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This Must Be The Place

Somewhere in thousands of homes across central Ohio, there’s a handful of ticket stubs lying around—maybe even a backstage pass or two—gathering more dust than nostalgia. And in her garage, sat at some industrial device, David Byrne and the Talking Heads blasting beneath two layers of ear protection, is Jennalee Cook, waiting to turn your [...]



Somewhere in thousands of homes across central Ohio, there’s a handful of ticket stubs lying around—maybe even a backstage pass or two—gathering more dust than nostalgia.

And in her garage, sat at some industrial device, David Byrne and the Talking Heads blasting beneath two layers of ear protection, is Jennalee Cook, waiting to turn your music memories into a functional work of art.

Cook’s outfit, Seek and Sought, was born out of her own musical wanderlust, trailing her favorite bands all over the country, and crafting ways to turn those travels into trinkets for her and her concertgoer kin.

It all started with a lighter, that incidental icon of live music appreciation. Cook would  painstakingly slice up copies of ticket stubs and glue them one by one onto painted lighters into different patterns. They were such a hit with friends that the first few she gave away as gifts turned into more and more requests—eventually reaching 2,000 over a 10-year span. It gave her productions a reach on par with some of her favorite bands’ followings.

“I would hear stories about people who didn’t know each other—like two gents in an airport bar in Texas,” she said. “One looked down and blurted out to the other, ‘That’s a Jennalee lighter!’ and they realized how many friends they had in common and became fast friends themselves. People have ones they’ve held onto for a decade that still work, they’ve been used to light unity candles at weddings … everything I do has grown from that.”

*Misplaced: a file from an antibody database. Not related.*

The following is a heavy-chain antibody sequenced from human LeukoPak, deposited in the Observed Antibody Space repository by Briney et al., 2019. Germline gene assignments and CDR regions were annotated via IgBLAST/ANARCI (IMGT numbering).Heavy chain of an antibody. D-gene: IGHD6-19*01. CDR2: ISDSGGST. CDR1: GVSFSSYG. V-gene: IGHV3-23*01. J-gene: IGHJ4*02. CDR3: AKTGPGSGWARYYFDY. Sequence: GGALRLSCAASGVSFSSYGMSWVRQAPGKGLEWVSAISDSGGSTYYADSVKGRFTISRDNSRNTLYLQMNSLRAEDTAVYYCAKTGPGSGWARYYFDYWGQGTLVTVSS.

Not unlike many musicians, Cook is self-taught and now her expansive and experimental catalog runs the gamut from the mosaic table featuring David Bowie in her own home to a lamp comprised of an old beat-up horn to a guitar body plastered with old ticket stubs. It’s one thing to put ticket stubs on a lighter or a flask—which she is still happy to do—but Cook can now boast bigger and bolder designs like a ticket stub bicycle with a cassette tape basket.

Which leads us to another facet of Seek and Sought that sets Cook’s work apart from other musical mementos. Like any good roadie, she wants to make sure her products look good and play well.

“Before I actually part ways with any of my creations I absolutely want to be confident in how they hold up and how practical they are,” she said. “Purses and jewelry—I toss ’em around and beat them up as much as possible, just to make sure they can take it. [The bicycle], I left the poor thing outside in the snow and sun for a year straight and let it get knocked around to see how well it could handle actually being out in the world. The same goes for furniture—I want to know that mosaic tables can be cleaned and lighting pieces will have long lives ahead of them.”